Merten was also commissioned to design liturgical furniture for the Victorian Gothic style Cathedral. The first stage of construction began in 1906 and took four years to complete, constructed from ‘Brisbane Tuff’ and Helidon sandstone from the Lockyer Valley Region of southeast Queensland, east of Toowoomba. Helidon sandstone was used extensively in public buildings at the time, including the Brisbane Treasury Building (construction started 1886), Brisbane City Hall (construction started 1920), and the University of Queensland (construction started 1938).
Laying of the foundation stone, 1901
Construction of St John’s Cathedral,1906
John Merten ‘Address casket’, 1901
Prince George at Government House, 1901
John Merten & LJ Harvey ‘Hallstand’ 1920
Of particular interest here is Merten’s collaboration with Queensland’s principal Arts and Crafts practitioner, Lewis Jarvis (LJ) Harvey (1871-1949) as, at that time, carving and cabinetmaking were distinct trades. Harvey, an accomplished carver, lived on Gray Road, Hill End (now Brisbane’s West End), less than 100 metres from Merten, who resided in Hoogley Street. Harvey collaborated with Merten on two major sideboards: a neo-Renaissance style for Harvey’s wife in 1909; the other in art nouveau c.1925 (Collection: Museum of Applied Arts & Sciences, Sydney) (illustrated). It is known that Harvey also carved motifs on other examples of Merten’s cabinetwork.
The furniture that decorated the typical ‘Queenslander’ home in Brisbane during the first half of the twentieth century was essentially a simplified Arts and Crafts style. The preferred timber was silky oak and, although Black bean (Moreton Bay chestnut) is native to the Brisbane area, it was used from the 1890s in small quantities.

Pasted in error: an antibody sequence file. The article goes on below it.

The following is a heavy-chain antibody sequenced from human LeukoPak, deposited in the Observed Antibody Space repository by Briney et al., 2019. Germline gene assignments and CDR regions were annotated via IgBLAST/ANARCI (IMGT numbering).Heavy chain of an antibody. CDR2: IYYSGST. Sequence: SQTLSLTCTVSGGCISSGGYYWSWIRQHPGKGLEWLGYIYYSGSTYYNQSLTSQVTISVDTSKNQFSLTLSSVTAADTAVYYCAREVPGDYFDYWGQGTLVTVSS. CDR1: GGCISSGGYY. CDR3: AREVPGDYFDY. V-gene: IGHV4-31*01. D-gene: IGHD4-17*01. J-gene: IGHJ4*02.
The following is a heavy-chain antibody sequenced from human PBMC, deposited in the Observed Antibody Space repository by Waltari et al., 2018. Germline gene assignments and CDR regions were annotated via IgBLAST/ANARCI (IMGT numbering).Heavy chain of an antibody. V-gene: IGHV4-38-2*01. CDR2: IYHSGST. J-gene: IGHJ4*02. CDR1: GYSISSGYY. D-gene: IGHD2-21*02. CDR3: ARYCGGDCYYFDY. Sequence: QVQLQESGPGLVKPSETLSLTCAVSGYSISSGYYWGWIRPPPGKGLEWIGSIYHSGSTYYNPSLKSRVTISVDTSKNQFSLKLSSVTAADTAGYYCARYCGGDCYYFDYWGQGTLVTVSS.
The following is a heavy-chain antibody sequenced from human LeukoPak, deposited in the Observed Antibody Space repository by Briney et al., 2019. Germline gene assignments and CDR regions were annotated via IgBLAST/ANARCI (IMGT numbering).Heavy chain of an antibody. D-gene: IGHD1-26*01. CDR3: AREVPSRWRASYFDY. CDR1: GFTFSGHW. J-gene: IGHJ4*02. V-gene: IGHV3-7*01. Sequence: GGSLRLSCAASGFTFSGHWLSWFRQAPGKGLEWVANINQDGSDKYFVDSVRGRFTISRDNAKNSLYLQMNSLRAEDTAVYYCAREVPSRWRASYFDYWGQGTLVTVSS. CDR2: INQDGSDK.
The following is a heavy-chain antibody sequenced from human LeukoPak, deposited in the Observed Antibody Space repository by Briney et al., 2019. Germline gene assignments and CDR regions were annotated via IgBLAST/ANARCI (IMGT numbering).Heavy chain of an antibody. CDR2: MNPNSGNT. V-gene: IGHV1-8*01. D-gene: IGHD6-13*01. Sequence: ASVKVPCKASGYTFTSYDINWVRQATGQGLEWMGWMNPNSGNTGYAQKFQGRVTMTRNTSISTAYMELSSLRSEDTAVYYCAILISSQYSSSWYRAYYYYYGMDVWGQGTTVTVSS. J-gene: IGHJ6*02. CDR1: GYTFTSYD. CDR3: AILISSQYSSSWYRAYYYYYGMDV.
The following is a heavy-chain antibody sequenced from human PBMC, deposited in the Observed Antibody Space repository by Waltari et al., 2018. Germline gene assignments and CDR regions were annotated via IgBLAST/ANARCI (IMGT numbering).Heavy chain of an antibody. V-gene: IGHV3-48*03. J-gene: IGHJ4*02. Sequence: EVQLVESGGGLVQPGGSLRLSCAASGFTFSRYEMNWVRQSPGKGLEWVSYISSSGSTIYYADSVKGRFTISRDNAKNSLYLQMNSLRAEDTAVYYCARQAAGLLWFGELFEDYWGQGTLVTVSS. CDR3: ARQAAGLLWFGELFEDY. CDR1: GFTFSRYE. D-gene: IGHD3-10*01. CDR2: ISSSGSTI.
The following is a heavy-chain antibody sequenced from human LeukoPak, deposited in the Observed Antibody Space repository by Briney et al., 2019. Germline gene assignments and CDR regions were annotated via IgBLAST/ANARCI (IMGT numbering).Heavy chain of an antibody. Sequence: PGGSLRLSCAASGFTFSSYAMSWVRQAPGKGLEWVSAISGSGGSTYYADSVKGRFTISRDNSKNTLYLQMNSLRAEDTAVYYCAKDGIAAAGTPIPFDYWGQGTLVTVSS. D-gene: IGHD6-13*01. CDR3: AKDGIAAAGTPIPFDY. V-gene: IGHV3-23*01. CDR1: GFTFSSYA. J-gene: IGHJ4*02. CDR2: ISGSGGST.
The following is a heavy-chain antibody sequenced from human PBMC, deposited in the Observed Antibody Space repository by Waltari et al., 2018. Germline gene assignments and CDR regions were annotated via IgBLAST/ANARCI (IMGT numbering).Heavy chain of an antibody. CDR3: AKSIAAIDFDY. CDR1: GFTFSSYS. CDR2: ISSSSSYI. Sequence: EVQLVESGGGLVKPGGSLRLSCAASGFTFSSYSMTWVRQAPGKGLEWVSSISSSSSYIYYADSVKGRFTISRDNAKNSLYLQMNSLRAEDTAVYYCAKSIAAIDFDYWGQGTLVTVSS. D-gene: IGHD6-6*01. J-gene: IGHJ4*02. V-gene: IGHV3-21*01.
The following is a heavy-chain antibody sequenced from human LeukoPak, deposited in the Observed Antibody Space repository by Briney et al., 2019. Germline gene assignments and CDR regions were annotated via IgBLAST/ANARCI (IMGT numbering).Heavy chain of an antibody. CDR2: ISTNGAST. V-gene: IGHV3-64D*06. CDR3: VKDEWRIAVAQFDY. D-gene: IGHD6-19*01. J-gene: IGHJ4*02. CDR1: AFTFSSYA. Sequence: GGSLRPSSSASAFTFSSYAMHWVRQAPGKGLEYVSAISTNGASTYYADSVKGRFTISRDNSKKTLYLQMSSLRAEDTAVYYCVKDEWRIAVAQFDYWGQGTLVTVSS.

From the nineteenth century the native forests of south east Queensland provided a resource for building and cabinet timber. The silky oak’s primary significance locally was as a cabinet timber — it achieved recognition at the Queensland National Agricultural and Industrial Association exhibition in 1901 when manufacturer, John Hicks and cabinet-maker, John Merten were awarded First Orders of Merit for bedroom suites. John Hicks established his furniture business in the 1860s in Albert Street, Brisbane and led to a series of relocations and expansions over the decades that followed. For the next forty years silky-oak became the dominant timber used to furnish ‘Queenslander’ homes for the bedroom, lounge and dining rooms.
Black bean was also considered a valuable source of timber, its dark-brown to almost black timber somewhat resembles walnut. Black bean derives its name from its large bean-like seeds from flushes of yellow and red flowers during summer, however these seeds are the poisonous part of the plant, and the timber’s sawdust is also toxic.
RELATED: Lewis Jarvis (LJ) Harvey
John Merten, who had the reputation of being one of the finest cabinet makers in Australia, continued to make furniture for some 50 years, while LJ Harvey is appreciated locally for his woodcarving — he was a prominent figure within Queensland’s Arts and Crafts Movement in the first half of the 20th century — he also inspired the largest school of art pottery in Australia during the 1920s and 30s.
Edited curatorial extracts, research and supplementary material compiled by Elliott Murray, Senior Digital Marketing Officer, from Glenn R Cooke, former Curator (Queensland Heritage), QAGOMA.